One more thing: whether you fish this rig from a boat or from the shore, to be successful you need MOVEMENT. Either natural MOVEMENT induced by drifting, fostered by REELING or produced by JIGGING.
Now you’re good to go, with a setup fluke just can’t resist, which is your “Kayoss Rig“.
Watch the video (above).
Want to learn more fishing tips, tricks and techniques? Get our e-book below: [wpdm_package id=’3169′]
Today, scent is key to catching your true share of flounder. Unless you use scented baits at this time, you’re not going to catch as many fish as you would if you did use scent. The catch ratio between those who use scent and those who don’t varies between 5:1 and 10:1. During the 1950s & 1960s, every open boat angler boarded with a huge ‘potato sack’, or purchased one on board. There were no limits, or size regulations then, but today, supply of game fish is less, and scent ‘definitely’ will help you to catch more fish and to enjoy your day.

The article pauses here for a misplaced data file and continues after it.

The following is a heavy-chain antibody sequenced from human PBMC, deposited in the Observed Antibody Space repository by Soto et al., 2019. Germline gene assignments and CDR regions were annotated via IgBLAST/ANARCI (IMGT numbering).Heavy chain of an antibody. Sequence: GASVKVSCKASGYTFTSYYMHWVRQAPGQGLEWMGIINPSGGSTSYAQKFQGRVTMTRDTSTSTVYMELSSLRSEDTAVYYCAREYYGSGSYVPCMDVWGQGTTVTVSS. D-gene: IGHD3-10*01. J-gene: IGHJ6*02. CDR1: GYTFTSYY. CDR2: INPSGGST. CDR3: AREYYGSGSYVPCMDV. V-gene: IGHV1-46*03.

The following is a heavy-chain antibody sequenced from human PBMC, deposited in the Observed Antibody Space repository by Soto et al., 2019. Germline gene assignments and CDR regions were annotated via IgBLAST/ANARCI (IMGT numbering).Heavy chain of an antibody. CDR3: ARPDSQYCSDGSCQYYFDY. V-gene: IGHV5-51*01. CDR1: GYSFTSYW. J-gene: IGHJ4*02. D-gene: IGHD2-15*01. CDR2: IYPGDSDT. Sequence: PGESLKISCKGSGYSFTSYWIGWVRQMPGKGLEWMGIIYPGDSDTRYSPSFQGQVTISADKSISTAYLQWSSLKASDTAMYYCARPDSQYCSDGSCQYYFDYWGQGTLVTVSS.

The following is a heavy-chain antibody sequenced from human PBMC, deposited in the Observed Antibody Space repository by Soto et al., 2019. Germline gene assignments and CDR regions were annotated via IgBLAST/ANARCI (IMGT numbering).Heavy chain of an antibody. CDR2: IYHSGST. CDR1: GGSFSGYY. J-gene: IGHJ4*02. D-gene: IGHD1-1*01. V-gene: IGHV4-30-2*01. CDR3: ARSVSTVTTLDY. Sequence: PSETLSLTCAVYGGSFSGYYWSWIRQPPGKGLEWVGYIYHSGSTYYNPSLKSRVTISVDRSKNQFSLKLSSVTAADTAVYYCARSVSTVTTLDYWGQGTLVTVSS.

Fish are simultaneously attracted to familiar aromas and repulsed by even ‘tiny’ amounts of unfamiliar smells that inevitably stick to human hands, gloves, rods and reels, including but not limited to tobacco, cosmetics, sun block, motor oil, lubricants and many more. You need to attract fish by presenting ‘familiar’ aromas that resemble fish food, fish oils, your prey smelled before.
Your Objective In Using Scent Is Two Fold: cover unwanted odors normally transferred to bait through touch and to apply scents that induce a fish’s to feed.